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Karnataka 1st PUC Economics Question Bank Chapter 1 Indian Economy on the Eve of Independence
1st PUC Economics Indian Economy on the Eve of Independence Text Book Questions and Answers
What was the state of agriculture in mid-eighteenth century in India?
a. In mid-eighteenth century agriculture was the main source of livelihood, land was in abundance and the population was limited. So most of the people were engaged in agriculture. The surplus over the family requirements was exchanged with other commodities of requirements.
b. The fanners mainly produced food grains for their survival. The production of cash crops, such as jute, cotton, sugarcane, etc., was limited.
c. Production for the market was not the idea behind farming.
d. Methods and techniques of production were old and backward. It involved more physical work for people and animals.
e. Agricultural society was predominantly feudal in character. The cultivators used to pay land revenue to the rulers. There was heavy rate of land revenues Very little was left with the peasants after their hard labour.
Industrial base was allowed to come up to be pride place so long enjoyed by the farmer.
1. Low erade modern industrial structure:
The progress of modem industry remained very slow. British meters neither permitted modernisation of industries nor they encouraged the growth of heavy industries in India.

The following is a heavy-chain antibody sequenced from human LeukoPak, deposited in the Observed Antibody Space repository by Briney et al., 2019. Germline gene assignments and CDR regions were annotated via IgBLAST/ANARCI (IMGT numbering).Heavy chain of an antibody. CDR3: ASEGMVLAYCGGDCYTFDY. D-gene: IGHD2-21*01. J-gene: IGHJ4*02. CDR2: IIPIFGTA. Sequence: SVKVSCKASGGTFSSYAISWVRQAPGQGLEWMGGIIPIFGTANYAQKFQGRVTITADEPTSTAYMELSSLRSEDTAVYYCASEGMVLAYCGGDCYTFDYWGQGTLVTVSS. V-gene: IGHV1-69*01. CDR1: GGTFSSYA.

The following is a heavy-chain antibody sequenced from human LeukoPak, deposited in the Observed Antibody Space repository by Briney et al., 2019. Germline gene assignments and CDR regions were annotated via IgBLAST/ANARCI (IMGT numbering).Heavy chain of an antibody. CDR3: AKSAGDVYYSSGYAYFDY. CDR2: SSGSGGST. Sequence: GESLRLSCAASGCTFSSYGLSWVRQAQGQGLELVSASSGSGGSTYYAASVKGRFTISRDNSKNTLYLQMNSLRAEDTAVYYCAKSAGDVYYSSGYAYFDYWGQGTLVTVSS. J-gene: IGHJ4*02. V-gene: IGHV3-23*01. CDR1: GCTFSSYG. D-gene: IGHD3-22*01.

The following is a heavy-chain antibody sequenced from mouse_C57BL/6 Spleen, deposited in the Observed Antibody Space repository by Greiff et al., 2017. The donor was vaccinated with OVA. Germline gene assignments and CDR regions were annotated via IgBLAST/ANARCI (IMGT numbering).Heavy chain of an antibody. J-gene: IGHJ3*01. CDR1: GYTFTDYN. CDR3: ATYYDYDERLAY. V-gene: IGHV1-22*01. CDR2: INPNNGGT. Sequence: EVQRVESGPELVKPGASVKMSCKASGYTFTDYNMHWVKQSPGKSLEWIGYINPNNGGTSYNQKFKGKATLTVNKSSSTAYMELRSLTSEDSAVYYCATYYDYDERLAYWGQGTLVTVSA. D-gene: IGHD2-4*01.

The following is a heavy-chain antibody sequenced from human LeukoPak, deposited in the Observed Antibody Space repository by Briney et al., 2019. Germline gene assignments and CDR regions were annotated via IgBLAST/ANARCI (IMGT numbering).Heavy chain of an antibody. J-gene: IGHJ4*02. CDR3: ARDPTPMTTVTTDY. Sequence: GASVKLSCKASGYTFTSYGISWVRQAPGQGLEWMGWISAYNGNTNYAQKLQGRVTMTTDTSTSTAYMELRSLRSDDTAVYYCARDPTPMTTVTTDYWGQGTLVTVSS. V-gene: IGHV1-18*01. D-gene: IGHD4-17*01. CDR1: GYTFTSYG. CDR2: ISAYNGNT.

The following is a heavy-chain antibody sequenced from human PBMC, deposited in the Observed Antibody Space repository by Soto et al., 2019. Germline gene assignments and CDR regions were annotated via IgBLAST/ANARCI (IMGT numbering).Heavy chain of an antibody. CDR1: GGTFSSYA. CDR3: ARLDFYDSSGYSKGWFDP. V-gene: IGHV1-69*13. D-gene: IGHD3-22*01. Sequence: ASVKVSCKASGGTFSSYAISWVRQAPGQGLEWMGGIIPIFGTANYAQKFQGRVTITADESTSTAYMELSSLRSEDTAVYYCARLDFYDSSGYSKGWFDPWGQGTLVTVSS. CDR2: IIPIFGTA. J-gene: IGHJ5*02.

2. Lacking of capital goods industries:
Capital goods were lacking. There was hardly any capital goods industry to help or promote further industrialisation in India. There were a few manufacturing units here and there. But they were no substitute to the near wholesale displacement of the country’s traditional handicraft industry.
3. Limited operation of the public sector:
Another significant drawback of the new industrial reach was the very limited area of operation of the public sector. This sector remained confined only to the railways, power generation, communication, ports, and some other departmental undertakings.
What was two fold motive behind systematical industrialisation effected by British in pre-independence India?
The twofold motive behind systematical industrialisation effected by British are following:
- To make India exporter of raw material.
- To turn India into major consumer of finished goods.
What objectives did the British intend to achieve through their policies of infrastructure development in India?
What were the objectives of British Government in bringing about infrastructure change in the Indian economy?